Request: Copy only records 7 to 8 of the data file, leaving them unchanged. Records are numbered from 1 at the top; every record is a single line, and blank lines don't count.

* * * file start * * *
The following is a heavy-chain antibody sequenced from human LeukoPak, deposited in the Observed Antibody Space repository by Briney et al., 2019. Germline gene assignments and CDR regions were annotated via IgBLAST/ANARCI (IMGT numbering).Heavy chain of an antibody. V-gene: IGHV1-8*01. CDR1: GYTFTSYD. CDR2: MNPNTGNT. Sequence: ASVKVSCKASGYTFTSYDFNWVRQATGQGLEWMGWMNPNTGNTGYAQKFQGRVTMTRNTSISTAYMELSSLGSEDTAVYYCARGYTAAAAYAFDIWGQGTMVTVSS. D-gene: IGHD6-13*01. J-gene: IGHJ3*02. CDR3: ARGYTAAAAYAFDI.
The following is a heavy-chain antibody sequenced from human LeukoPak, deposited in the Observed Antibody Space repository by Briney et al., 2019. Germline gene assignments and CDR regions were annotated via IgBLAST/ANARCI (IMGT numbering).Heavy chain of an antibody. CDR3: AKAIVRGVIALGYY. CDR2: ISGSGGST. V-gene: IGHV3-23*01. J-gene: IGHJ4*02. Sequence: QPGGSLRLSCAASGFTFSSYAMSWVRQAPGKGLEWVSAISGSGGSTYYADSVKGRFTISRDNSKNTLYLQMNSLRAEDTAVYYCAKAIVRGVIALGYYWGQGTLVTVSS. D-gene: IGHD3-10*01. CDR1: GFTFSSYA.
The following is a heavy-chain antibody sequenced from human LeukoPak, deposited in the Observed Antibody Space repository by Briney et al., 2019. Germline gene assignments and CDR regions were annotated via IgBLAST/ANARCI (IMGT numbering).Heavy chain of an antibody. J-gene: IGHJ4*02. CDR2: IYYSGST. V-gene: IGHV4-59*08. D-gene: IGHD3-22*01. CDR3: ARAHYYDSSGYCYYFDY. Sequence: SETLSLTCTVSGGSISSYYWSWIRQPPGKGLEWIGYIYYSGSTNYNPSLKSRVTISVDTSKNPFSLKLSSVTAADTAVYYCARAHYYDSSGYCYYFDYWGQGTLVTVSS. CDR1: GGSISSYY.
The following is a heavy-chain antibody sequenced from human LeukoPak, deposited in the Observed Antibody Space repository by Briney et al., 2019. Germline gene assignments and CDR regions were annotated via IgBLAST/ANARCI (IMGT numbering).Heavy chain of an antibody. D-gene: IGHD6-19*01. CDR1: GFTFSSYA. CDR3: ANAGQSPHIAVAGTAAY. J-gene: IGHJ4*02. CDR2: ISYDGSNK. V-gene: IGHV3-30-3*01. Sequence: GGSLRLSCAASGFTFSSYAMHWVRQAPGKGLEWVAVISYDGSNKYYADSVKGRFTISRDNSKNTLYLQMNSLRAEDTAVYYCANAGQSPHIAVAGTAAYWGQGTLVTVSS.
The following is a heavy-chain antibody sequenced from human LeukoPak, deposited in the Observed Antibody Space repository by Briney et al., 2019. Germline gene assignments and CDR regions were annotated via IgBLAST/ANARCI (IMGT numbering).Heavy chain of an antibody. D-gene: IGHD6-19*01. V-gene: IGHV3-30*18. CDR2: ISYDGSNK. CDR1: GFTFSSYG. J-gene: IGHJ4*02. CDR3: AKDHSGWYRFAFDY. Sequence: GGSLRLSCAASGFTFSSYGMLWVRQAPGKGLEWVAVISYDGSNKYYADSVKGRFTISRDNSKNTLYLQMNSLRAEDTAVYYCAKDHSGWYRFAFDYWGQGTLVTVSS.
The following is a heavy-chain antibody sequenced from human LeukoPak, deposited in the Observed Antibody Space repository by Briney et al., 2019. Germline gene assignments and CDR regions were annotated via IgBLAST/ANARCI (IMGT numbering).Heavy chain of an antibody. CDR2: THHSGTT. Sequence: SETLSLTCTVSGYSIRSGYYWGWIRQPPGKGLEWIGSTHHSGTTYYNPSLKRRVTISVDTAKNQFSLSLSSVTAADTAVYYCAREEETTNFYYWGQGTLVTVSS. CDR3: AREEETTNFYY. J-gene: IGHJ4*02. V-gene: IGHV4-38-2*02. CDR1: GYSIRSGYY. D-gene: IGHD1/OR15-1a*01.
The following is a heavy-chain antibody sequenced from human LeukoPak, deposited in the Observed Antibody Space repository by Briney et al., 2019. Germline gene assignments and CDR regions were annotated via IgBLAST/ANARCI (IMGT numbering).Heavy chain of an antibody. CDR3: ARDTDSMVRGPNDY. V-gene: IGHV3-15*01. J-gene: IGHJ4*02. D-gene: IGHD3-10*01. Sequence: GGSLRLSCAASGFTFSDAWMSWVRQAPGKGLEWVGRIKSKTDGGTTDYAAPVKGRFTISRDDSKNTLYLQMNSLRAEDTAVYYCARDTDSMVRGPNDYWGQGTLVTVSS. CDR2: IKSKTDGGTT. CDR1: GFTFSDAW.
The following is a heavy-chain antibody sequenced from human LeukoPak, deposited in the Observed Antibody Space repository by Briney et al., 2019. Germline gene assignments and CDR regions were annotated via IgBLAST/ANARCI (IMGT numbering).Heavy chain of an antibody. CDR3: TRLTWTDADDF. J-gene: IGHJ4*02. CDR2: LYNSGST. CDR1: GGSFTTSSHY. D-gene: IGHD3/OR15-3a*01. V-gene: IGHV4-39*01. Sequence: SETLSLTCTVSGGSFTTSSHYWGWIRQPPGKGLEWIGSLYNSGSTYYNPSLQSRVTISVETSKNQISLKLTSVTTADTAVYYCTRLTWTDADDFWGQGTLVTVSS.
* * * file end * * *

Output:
The following is a heavy-chain antibody sequenced from human LeukoPak, deposited in the Observed Antibody Space repository by Briney et al., 2019. Germline gene assignments and CDR regions were annotated via IgBLAST/ANARCI (IMGT numbering).Heavy chain of an antibody. CDR3: ARDTDSMVRGPNDY. V-gene: IGHV3-15*01. J-gene: IGHJ4*02. D-gene: IGHD3-10*01. Sequence: GGSLRLSCAASGFTFSDAWMSWVRQAPGKGLEWVGRIKSKTDGGTTDYAAPVKGRFTISRDDSKNTLYLQMNSLRAEDTAVYYCARDTDSMVRGPNDYWGQGTLVTVSS. CDR2: IKSKTDGGTT. CDR1: GFTFSDAW.
The following is a heavy-chain antibody sequenced from human LeukoPak, deposited in the Observed Antibody Space repository by Briney et al., 2019. Germline gene assignments and CDR regions were annotated via IgBLAST/ANARCI (IMGT numbering).Heavy chain of an antibody. CDR3: TRLTWTDADDF. J-gene: IGHJ4*02. CDR2: LYNSGST. CDR1: GGSFTTSSHY. D-gene: IGHD3/OR15-3a*01. V-gene: IGHV4-39*01. Sequence: SETLSLTCTVSGGSFTTSSHYWGWIRQPPGKGLEWIGSLYNSGSTYYNPSLQSRVTISVETSKNQISLKLTSVTTADTAVYYCTRLTWTDADDFWGQGTLVTVSS.